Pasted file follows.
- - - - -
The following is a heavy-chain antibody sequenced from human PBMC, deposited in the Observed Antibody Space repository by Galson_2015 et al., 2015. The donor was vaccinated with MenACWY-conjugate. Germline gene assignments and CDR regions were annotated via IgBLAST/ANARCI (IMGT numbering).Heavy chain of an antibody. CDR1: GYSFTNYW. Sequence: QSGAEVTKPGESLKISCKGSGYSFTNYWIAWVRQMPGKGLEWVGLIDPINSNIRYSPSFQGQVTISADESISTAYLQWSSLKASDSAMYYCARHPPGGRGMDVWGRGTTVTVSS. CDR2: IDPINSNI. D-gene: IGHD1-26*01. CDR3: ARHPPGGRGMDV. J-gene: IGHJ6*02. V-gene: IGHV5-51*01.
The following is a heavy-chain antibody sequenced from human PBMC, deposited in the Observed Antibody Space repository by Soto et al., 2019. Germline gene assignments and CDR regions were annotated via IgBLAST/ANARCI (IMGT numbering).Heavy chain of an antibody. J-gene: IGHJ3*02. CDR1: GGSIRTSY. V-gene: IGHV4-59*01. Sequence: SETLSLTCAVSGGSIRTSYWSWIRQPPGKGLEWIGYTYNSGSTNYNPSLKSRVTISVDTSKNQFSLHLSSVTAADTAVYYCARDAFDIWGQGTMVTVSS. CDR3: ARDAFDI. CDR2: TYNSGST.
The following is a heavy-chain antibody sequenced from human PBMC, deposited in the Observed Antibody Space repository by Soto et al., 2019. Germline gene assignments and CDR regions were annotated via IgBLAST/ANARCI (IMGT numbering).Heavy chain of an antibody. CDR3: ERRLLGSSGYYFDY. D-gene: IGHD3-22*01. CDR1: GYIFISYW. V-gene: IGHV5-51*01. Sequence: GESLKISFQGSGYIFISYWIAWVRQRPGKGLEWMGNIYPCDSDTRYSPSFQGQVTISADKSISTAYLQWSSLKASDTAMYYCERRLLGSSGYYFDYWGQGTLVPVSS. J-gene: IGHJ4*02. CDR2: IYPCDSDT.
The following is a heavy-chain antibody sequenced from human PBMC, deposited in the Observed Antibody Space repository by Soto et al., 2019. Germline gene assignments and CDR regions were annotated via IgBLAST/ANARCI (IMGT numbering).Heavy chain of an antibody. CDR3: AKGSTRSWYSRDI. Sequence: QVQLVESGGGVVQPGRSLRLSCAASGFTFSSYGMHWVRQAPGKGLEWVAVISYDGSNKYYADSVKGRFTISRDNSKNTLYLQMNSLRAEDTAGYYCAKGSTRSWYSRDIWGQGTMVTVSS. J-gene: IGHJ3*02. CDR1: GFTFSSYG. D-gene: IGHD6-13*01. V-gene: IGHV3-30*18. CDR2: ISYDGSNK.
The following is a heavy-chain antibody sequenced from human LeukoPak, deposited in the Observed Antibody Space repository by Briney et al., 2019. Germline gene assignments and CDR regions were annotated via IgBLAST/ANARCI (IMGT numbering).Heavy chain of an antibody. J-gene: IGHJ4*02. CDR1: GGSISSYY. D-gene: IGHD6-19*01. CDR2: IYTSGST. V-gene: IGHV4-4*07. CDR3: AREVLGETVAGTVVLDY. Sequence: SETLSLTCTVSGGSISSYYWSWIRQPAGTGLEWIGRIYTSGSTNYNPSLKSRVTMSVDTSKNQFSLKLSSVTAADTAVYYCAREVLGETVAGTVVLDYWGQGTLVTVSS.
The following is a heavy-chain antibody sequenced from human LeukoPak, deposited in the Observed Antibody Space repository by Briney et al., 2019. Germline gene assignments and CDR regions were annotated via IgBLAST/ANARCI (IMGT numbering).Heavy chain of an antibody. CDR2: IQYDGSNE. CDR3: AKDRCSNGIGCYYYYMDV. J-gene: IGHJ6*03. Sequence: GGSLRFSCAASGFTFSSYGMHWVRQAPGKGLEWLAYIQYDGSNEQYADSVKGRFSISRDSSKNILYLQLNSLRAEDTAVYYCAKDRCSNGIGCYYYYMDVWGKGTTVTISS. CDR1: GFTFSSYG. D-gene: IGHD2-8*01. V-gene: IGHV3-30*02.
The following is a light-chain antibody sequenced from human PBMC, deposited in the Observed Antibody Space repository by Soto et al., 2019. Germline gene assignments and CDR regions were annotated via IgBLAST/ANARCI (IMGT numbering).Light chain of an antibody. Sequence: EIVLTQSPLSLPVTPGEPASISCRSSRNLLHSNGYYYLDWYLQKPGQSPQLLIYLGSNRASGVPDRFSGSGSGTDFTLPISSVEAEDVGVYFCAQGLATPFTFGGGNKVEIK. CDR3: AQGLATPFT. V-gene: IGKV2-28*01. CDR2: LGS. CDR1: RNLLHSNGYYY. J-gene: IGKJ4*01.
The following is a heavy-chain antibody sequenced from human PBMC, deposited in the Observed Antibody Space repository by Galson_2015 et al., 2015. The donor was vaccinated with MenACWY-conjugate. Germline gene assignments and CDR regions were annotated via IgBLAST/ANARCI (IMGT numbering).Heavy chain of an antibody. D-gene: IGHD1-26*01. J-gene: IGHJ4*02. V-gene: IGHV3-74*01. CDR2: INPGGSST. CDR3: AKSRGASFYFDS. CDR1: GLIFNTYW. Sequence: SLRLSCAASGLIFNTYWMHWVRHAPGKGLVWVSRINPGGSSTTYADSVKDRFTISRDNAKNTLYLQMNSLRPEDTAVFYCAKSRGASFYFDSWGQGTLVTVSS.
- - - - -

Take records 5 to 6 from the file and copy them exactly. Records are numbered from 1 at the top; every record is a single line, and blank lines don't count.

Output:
The following is a heavy-chain antibody sequenced from human LeukoPak, deposited in the Observed Antibody Space repository by Briney et al., 2019. Germline gene assignments and CDR regions were annotated via IgBLAST/ANARCI (IMGT numbering).Heavy chain of an antibody. J-gene: IGHJ4*02. CDR1: GGSISSYY. D-gene: IGHD6-19*01. CDR2: IYTSGST. V-gene: IGHV4-4*07. CDR3: AREVLGETVAGTVVLDY. Sequence: SETLSLTCTVSGGSISSYYWSWIRQPAGTGLEWIGRIYTSGSTNYNPSLKSRVTMSVDTSKNQFSLKLSSVTAADTAVYYCAREVLGETVAGTVVLDYWGQGTLVTVSS.
The following is a heavy-chain antibody sequenced from human LeukoPak, deposited in the Observed Antibody Space repository by Briney et al., 2019. Germline gene assignments and CDR regions were annotated via IgBLAST/ANARCI (IMGT numbering).Heavy chain of an antibody. CDR2: IQYDGSNE. CDR3: AKDRCSNGIGCYYYYMDV. J-gene: IGHJ6*03. Sequence: GGSLRFSCAASGFTFSSYGMHWVRQAPGKGLEWLAYIQYDGSNEQYADSVKGRFSISRDSSKNILYLQLNSLRAEDTAVYYCAKDRCSNGIGCYYYYMDVWGKGTTVTISS. CDR1: GFTFSSYG. D-gene: IGHD2-8*01. V-gene: IGHV3-30*02.